After a four-week rally, stocks finished close to unchanged last week. The S&P 500 shed 0.2% but is still up 6.4% this year.
The S&P 500 opened sharply lower and then rose the rest of the holiday-shortened week.
Markets rallied on Friday on reports the Federal Reserve may end its regular bond sales sooner than expected. Investors worry these sales pressure interest rates higher and may slow the economy more than expected.
Earnings expectations rose, and growth around 11% is now expected. This quarter, 71% of companies are beating earnings expectations and doing so, on average, by 3%. The percentage beating expectations is average, but the 3% margin is lower than normal. U.S. corporate earnings are regularly stronger than expected. Companies that aren’t doing as well as expected will often warn of poor results and then beat the revised expectations.
Global stocks were also relatively unchanged but finished positive. The MSCI ACWI edged up 0.2%. Bonds finished higher as the Bloomberg BarCap Aggregate Bond Index rose 0.3%.
This week, investors will hear from the Federal Reserve, a large number of companies will report earnings, and Chinese and American officials will continue trade negotiations. It should be an interesting week.
Key Points for the Week
- Big rallies don’t mean future returns will be lower.
- 2019’s January rally has key differences from 2018’s January rally.
- Earnings are weaker than last quarter but beating reduced expectations.
2019, like 2018, is starting off with a bang. Last January, the S&P 500 rose 5.7%. This year, the S&P 500 is up 6.4% with four days of trading left in the month. In the four weeks that ended January 19, the S&P 500 increased more than 10%.
Given the similarity in returns and the rapid move higher, two separate questions come to mind. First, when markets rise rapidly, how do subsequent returns compare to average performance? Second, how similar are the fundamentals between the two strong Januaries?
Going back to the early 1990s, the S&P 500 averaged just under 2.6% per 13-week period (roughly one quarter). In periods when the market has risen more than 5% the previous four weeks, the next 13 weeks averaged around 2.3%. Lower, but still quite positive. If the rebound followed a large decline of more than 10%, like the one in the fourth quarter of 2018, returns edged even lower but remained positive.
These averages hide a lot of variability. There are periods with very strong returns and ones when the market moves sharply lower. The statistics don’t suggest sharp recoveries should lead to portfolio changes.
The fundamentals now, compared to last January, have changed. The steep rise and subsequent decline in early 2018 followed the unnervingly calm 2017. But the months leading into 2019 were anything but calm.
In 2018, valuations on U.S. stocks seemed a bit high, the Federal Reserve was concerned about inflation, and the tax cut had just taken effect. In 2019, risk seems slightly lower, we’ve experienced a decline, and valuations are more attractive. The Fed also seems aligned with the market on rates, so the risk of an extreme overshoot or uncontrolled inflation seems low. Trade risk appears about the same, while the risk of slowing growth is higher.
For investors, this research reinforces something even more important: Don’t let market moves disrupt your plan. Whether the market has gone up or down recently, sticking with a plan designed for your circumstances is key, even when it gets a little uncomfortable or feels like you are missing out.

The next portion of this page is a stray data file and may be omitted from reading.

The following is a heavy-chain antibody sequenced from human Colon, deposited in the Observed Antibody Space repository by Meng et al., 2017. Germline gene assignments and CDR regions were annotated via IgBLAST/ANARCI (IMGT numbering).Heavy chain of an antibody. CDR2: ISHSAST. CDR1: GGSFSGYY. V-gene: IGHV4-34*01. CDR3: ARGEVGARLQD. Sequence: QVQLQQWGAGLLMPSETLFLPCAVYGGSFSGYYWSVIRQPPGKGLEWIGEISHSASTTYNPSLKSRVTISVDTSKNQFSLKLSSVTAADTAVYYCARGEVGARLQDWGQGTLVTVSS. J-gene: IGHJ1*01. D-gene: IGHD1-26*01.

Kyle and Laura Krier were upset when their black Labrador retriever, Bo, ran away recently. After searching all day, a tip came in. A dog that looked like Bo was spotted with two other animals in a field about six miles from their home. Kyle caught the reunion on film; turns out Bo made some interesting friends on his adventure: another dog and a goat that lived next door.
This newsletter was written and produced by CWM, LLC. Content in this material is for general information only and not intended to provide specific advice or recommendations for any individual. All performance referenced is historical and is no guarantee of future results. All indices are unmanaged and may not be invested into directly. The views stated in this letter are not necessarily the opinion of any other named entity and should not be construed directly or indirectly as an offer to buy or sell any securities mentioned herein. Due to volatility within the markets mentioned, opinions are subject to change without notice. Information is based on sources believed to be reliable; however, their accuracy or completeness cannot be guaranteed. Past performance does not guarantee future results.
S&P 500 INDEX
The Standard & Poor’s 500 Index is a capitalization-weighted index of 500 stocks designed to measure performance of the broad domestic economy through changes in the aggregate market value of 500 stocks representing all major industries.
MSCI ACWI INDEX
The MSCI ACWI captures large- and mid-cap representation across 23 developed markets (DM) and 23 emerging markets (EM) countries*. With 2,480 constituents, the index covers approximately 85% of the global investable equity opportunity set.
Bloomberg U.S. Aggregate Bond Index
The Bloomberg U.S. Aggregate Bond Index is an index of the U.S. investment-grade fixed-rate bond market, including both government and corporate bonds.
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